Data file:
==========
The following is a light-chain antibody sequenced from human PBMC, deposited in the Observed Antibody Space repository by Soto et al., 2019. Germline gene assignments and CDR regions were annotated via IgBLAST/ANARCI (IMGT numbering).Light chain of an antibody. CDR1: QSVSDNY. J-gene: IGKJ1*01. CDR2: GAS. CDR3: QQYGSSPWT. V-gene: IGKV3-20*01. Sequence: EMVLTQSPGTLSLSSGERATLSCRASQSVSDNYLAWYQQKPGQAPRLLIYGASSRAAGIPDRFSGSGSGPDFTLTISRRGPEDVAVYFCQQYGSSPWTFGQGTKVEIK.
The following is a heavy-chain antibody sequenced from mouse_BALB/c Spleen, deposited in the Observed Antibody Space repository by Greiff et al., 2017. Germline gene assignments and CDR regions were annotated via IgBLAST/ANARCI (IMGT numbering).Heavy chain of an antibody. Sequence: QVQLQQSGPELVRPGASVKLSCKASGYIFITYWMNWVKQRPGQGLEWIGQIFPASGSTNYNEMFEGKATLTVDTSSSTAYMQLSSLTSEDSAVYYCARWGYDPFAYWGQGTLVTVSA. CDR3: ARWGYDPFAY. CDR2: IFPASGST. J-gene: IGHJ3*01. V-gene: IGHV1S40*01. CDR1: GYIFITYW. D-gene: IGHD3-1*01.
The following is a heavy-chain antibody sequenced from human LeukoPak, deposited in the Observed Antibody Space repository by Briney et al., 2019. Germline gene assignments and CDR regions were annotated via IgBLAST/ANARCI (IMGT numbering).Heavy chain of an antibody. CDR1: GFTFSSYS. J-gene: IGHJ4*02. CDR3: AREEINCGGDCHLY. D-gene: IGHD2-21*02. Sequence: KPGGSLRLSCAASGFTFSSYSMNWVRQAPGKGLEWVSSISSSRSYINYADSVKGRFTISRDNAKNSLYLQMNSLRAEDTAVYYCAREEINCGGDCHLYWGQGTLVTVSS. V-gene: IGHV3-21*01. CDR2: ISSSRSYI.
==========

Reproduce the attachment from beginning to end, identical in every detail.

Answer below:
The following is a light-chain antibody sequenced from human PBMC, deposited in the Observed Antibody Space repository by Soto et al., 2019. Germline gene assignments and CDR regions were annotated via IgBLAST/ANARCI (IMGT numbering).Light chain of an antibody. CDR1: QSVSDNY. J-gene: IGKJ1*01. CDR2: GAS. CDR3: QQYGSSPWT. V-gene: IGKV3-20*01. Sequence: EMVLTQSPGTLSLSSGERATLSCRASQSVSDNYLAWYQQKPGQAPRLLIYGASSRAAGIPDRFSGSGSGPDFTLTISRRGPEDVAVYFCQQYGSSPWTFGQGTKVEIK.
The following is a heavy-chain antibody sequenced from mouse_BALB/c Spleen, deposited in the Observed Antibody Space repository by Greiff et al., 2017. Germline gene assignments and CDR regions were annotated via IgBLAST/ANARCI (IMGT numbering).Heavy chain of an antibody. Sequence: QVQLQQSGPELVRPGASVKLSCKASGYIFITYWMNWVKQRPGQGLEWIGQIFPASGSTNYNEMFEGKATLTVDTSSSTAYMQLSSLTSEDSAVYYCARWGYDPFAYWGQGTLVTVSA. CDR3: ARWGYDPFAY. CDR2: IFPASGST. J-gene: IGHJ3*01. V-gene: IGHV1S40*01. CDR1: GYIFITYW. D-gene: IGHD3-1*01.
The following is a heavy-chain antibody sequenced from human LeukoPak, deposited in the Observed Antibody Space repository by Briney et al., 2019. Germline gene assignments and CDR regions were annotated via IgBLAST/ANARCI (IMGT numbering).Heavy chain of an antibody. CDR1: GFTFSSYS. J-gene: IGHJ4*02. CDR3: AREEINCGGDCHLY. D-gene: IGHD2-21*02. Sequence: KPGGSLRLSCAASGFTFSSYSMNWVRQAPGKGLEWVSSISSSRSYINYADSVKGRFTISRDNAKNSLYLQMNSLRAEDTAVYYCAREEINCGGDCHLYWGQGTLVTVSS. V-gene: IGHV3-21*01. CDR2: ISSSRSYI.